A combination of three pictures shows the moon turning orange during a total "supermoon" lunar eclipse in Brussels September 28, 2015. Sky-watchers around the world are in for a treat Sunday night and Monday when the shadow of Earth casts a reddish glow on the moon, the result of rare combination of an eclipse with the closest full moon of the year. Reuters/Yves Herman

Moon enthusiasts did not let the rare event on Sunday pass them by without bringing out their smartphones, cameras and telescopes to view and take pictures of the lunar eclipse and blood moon, or supermoon. reports that it received a number of impressive images of the moon taken from different parts of the world where it was seen clearly. The images came from lunar observers in the US, Canada, Mexico, UK and other parts of the world.

Those who had good images of the reddish gold colour were from areas with clear skies. Some people, or billions, watched the blood moon from those in the western hemisphere to parts of Europe, Asia and Africa.

However, Australia, New Zealand and parts of Asia missed it, although people from that part of the world had a chance to watch NASA’s live stream of the event, which last took place 30 years ago and will next occur in another 30 years, reports ABC.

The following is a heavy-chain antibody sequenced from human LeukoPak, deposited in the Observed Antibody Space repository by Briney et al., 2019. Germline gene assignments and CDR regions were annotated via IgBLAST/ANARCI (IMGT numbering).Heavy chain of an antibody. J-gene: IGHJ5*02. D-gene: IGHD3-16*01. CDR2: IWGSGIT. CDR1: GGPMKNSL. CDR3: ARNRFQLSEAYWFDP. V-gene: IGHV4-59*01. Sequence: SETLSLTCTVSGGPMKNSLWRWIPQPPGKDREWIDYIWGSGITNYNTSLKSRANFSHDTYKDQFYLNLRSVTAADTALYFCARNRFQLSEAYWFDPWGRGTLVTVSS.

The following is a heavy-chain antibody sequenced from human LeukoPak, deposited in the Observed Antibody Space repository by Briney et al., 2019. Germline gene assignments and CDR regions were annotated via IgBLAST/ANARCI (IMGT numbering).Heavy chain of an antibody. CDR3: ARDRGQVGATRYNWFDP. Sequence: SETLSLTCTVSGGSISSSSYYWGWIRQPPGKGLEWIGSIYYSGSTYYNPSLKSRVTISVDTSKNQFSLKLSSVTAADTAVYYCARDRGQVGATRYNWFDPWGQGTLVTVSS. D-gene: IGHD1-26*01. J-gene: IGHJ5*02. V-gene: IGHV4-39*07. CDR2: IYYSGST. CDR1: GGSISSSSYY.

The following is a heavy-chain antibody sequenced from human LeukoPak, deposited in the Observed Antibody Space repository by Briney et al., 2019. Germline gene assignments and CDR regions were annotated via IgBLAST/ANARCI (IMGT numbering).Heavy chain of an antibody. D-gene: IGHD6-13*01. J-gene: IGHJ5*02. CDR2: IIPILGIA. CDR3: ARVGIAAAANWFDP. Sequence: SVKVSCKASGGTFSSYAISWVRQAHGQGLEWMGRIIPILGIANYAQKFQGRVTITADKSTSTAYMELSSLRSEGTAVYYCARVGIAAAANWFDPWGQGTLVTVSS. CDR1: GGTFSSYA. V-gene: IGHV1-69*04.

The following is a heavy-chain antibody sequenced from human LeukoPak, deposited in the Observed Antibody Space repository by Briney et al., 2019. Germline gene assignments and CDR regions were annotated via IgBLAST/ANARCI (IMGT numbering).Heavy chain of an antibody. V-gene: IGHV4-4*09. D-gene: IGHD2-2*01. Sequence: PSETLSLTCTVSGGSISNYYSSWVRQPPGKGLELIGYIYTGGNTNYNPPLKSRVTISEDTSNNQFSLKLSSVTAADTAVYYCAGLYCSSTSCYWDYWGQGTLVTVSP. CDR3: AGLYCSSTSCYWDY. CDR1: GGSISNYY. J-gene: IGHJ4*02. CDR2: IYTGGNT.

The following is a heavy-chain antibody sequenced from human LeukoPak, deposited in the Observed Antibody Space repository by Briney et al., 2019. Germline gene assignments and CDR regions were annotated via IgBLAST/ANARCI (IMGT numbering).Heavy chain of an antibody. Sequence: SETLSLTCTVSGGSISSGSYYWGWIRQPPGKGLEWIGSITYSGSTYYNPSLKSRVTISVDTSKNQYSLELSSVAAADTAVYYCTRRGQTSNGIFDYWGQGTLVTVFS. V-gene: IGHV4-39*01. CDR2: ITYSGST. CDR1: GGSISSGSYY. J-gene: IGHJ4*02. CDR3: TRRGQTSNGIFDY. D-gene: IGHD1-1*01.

For one hour and 11 minutes, the Earth’s shadow blanketed the full moon while the planet passed between the sun and the moon. During the eclipse, the moon’s brilliant white glow slowly transformed into a dim red caused by the Earth’s atmosphere scattering sunlight unto the moon’s shadow.

Despite forecasts of an apocalypse, there was no asteroid hit on Earth as NASA had stated. The world also did not end, contrary to the expectations of some groups such as the El Shaddai Ministries in Washington and the John Hagee Ministries in San Antonio, Texas, notes the Sydney Morning Herald.

The Aussie daily also reports that Sunday’s event dashed the blood moon prophecy of Rabbi Mendel Kessin, an Orthodox Jewish clergyman from New York. Because Australia did not witness the blood moon, Perry Vlahos of the Melbourne Astronomical Society, comments, “If there is deity up there, therefore, sending worrying messages via the night sky, He is evidently not that concerned with keeping the southern hemisphere in the loop. Perhaps only half of the world is about to end.”

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